Another important building project element to begin talking about upfront is the audio, visual, and lighting requirements of a new worship space. “Once [church staff ] has an idea of what design elements will be included, [A/V/L and acoustics] professionals bring valuable insights that reduce time and money,” Couchenour advises.
Henry Kohlleffel, vice president of business development with Houston, Texas based Century Builders, a church planning, design, and building firm, reports that the concept of relationship is all-important in choosing the right architect.
“Choose someone you can sit across the table with, someone you can trust,” Kohlleffel recommends, “ someone who understands your church and how your church operates.”
The Architects’ Own Words
Another key area of due diligence when planning a building project is prayer, says one architect. “Pray to God and ask guidance and wisdom in the selection of the architect,” suggests Robert Gerber, president of GJS Architects in Charleston, South Carolina.
“The architect is just a steward in helping [the] church through the process of growing the ministry. Every committee meeting should start in prayer,” Gerber contends.
In addition, Gerber believesjust as Couchenour asserts that the right architect can help perform some of the due diligence. As part of its initial ministry planning services, GJS asks a variety of vision and ministry questions, including, what are we here for? Where have we come from? Where are we now? Who are we now? Where are we going? How will we do it?
Church architect Jeff Harris, principal of Penndel, Pennsylvania-based WPH Architects for Ministry, also agrees that the right architect can help a church with the due diligence questions that need to be addressed prior to a new building project. “The architect [should] develop a comprehensive program from interviews with key ministry leaders, and understanding how a church operates is critical in that process. Experience in the church market is very important. A good architect will be a teacher, counselor, communicator, and guide,” he contends.
Harris also suggests that churches need to go beyond first impressions. “Anyone who has been involved in an interview process knows that first-impression personalities can be quite deceiving. An interview is important, but the church needs to do their homework beyond the interview.”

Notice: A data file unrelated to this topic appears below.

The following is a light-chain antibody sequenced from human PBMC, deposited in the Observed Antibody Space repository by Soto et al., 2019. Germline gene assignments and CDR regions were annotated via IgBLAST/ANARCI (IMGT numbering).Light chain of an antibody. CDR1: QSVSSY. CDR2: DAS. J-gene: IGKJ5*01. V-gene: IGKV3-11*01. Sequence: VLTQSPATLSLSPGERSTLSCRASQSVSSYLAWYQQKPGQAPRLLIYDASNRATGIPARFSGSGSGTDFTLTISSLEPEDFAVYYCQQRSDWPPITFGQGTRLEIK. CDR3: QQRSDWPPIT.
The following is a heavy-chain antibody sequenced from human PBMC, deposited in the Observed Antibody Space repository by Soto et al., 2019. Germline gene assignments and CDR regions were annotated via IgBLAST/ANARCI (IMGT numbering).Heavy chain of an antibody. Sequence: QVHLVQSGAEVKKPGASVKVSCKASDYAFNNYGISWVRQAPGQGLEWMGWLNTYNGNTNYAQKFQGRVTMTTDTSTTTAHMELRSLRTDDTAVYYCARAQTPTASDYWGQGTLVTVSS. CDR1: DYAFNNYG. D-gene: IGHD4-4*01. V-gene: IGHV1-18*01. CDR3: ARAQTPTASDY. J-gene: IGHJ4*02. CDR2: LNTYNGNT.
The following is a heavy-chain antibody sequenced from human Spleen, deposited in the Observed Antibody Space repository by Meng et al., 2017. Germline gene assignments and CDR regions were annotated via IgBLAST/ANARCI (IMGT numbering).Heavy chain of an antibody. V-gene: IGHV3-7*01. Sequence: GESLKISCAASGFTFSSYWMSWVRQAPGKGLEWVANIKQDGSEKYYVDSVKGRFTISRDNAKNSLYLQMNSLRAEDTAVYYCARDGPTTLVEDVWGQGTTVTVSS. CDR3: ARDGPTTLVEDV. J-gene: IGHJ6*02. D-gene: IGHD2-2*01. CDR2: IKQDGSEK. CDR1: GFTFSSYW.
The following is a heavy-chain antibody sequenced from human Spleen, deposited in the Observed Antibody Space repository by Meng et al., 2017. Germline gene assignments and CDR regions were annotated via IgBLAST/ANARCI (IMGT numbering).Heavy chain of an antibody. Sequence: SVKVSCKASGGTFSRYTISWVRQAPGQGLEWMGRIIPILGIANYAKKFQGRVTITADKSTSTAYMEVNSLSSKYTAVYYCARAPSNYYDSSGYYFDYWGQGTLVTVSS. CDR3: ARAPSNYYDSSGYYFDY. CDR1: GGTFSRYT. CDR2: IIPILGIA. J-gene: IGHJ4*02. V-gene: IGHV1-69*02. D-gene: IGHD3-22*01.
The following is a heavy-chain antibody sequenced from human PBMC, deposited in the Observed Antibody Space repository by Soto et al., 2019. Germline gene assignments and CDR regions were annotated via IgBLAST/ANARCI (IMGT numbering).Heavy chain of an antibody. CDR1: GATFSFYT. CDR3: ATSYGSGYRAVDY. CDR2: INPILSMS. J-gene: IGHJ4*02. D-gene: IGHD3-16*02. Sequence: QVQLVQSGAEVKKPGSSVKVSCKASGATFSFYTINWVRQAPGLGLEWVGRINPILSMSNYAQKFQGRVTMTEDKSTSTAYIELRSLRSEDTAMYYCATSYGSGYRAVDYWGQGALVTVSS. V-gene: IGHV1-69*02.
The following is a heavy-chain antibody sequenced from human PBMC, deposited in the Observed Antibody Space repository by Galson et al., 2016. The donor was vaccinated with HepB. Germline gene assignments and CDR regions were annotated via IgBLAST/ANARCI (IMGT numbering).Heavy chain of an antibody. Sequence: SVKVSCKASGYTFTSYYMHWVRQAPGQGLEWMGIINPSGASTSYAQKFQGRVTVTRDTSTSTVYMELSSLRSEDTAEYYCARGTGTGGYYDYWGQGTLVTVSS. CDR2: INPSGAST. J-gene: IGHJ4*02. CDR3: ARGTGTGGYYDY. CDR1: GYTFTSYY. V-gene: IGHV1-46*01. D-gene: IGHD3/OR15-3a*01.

In particular, Harris suggests that church staff speak with an architect’s prior clients, as well as visiting facilities designed by that architect. These facility visits give “the church the opportunity to speak to the staff of that church about how the design is working for them. A good architect will invite honest scrutiny,” he reasons.
Harris also believes that church staff should point-blank ask potential architects what audio, video, and lighting consultants they use. “If the architect does not typically use an A/V/L consultant, that may give the church a key indicator on the experience of the architect in church design,” he adds.
To sum up, if you’re wrestling with the idea of a new building project, now’s the time to begin your homework. In the process, you will learn exactly who you are and where you’re going. And that may be one of the biggest steps in helping you pick the ideal architect to put the plan on paper.
Carol Badaracco Padgett is the editor of Worship Facilities Magazine, and resides in the Atlanta, Georgia area. She can be reached at .
Church planner, designer, and builder
(800) 777-5622 www.thinkcenturyfirst.com
North Lima, Ohio
Church design and construction firm
(800) 258-5540 www.cogun.com
Charleston, South Carolina
Architectural, planning, and interior design firm
(888) 722-4334 www.church-architect.org
Triangle Community Church
Apex, North Carolina
(919) 818-1803 www.tcc.org
WPH Architects for Ministry
Architectural firm that focuses on worship facilities
(800) 755-1131 www.ChurchArchitects.com